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I don't know why more people don't just use tiling window managers. It's a bit confusing at first but now I couldn't be happier. I used LXDE for a long time then realised - why don't I just use dwm to open stuff, and actually get a window manager that arranges my windows to maximise screen space usage?



"I don't know why more people don't just use tiling window managers. It's a bit confusing at first [...]"

That pretty much sums it up. I believe it's fair to say that casual users are (often) adverse to dramatical change--and switching from a point-click-and-move to a system that manages it all for you can be a bit crazy.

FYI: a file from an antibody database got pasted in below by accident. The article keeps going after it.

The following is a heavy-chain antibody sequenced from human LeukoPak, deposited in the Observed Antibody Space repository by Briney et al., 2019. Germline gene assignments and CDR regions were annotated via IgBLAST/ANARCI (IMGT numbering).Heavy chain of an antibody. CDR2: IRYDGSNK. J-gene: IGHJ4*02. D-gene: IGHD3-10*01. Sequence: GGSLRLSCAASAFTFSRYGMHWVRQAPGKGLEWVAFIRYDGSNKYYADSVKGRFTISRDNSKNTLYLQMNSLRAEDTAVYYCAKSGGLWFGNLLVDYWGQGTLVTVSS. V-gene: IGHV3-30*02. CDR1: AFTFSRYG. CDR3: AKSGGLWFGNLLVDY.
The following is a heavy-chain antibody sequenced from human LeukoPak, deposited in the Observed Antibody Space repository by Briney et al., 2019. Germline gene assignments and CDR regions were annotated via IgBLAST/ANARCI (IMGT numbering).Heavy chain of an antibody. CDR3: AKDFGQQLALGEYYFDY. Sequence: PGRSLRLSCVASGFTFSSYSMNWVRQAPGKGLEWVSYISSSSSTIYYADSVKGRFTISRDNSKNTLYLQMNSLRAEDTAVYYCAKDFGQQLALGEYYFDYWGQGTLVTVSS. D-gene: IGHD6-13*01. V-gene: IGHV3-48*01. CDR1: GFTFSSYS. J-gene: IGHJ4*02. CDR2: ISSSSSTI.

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Well that's a problem with culture, I guess. Once you get used to a decent tiling WM (I'm using herbstluftwm at the moment), they're absolutely fantastic and useful. I think the experience easily competes with OSX, maybe not on ease of use, but definitely on usefulness once there's some investment.

It's like people using GUI applications for things when they really aren't necessary. I'm constantly helping out people who are using, for instance, the GitHub Git client (which is great), because it abstracts away the logic of using a system and creates more issues itself.

We're not really talking about average day-to-day users here, we're talking about technical people (like Linus Torvalds), so the ability to spend time investigating a new paradigm isn't unreasonable.

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